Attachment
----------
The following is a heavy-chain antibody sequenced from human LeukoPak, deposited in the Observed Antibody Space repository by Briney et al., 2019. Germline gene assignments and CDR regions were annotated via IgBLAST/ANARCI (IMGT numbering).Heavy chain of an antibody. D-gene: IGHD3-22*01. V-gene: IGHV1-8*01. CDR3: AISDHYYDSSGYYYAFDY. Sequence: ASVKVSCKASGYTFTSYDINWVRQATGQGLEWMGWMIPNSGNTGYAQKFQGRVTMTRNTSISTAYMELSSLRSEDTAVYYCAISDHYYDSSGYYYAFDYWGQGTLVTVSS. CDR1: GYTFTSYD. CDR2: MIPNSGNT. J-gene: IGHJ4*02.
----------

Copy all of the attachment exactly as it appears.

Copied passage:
The following is a heavy-chain antibody sequenced from human LeukoPak, deposited in the Observed Antibody Space repository by Briney et al., 2019. Germline gene assignments and CDR regions were annotated via IgBLAST/ANARCI (IMGT numbering).Heavy chain of an antibody. D-gene: IGHD3-22*01. V-gene: IGHV1-8*01. CDR3: AISDHYYDSSGYYYAFDY. Sequence: ASVKVSCKASGYTFTSYDINWVRQATGQGLEWMGWMIPNSGNTGYAQKFQGRVTMTRNTSISTAYMELSSLRSEDTAVYYCAISDHYYDSSGYYYAFDYWGQGTLVTVSS. CDR1: GYTFTSYD. CDR2: MIPNSGNT. J-gene: IGHJ4*02.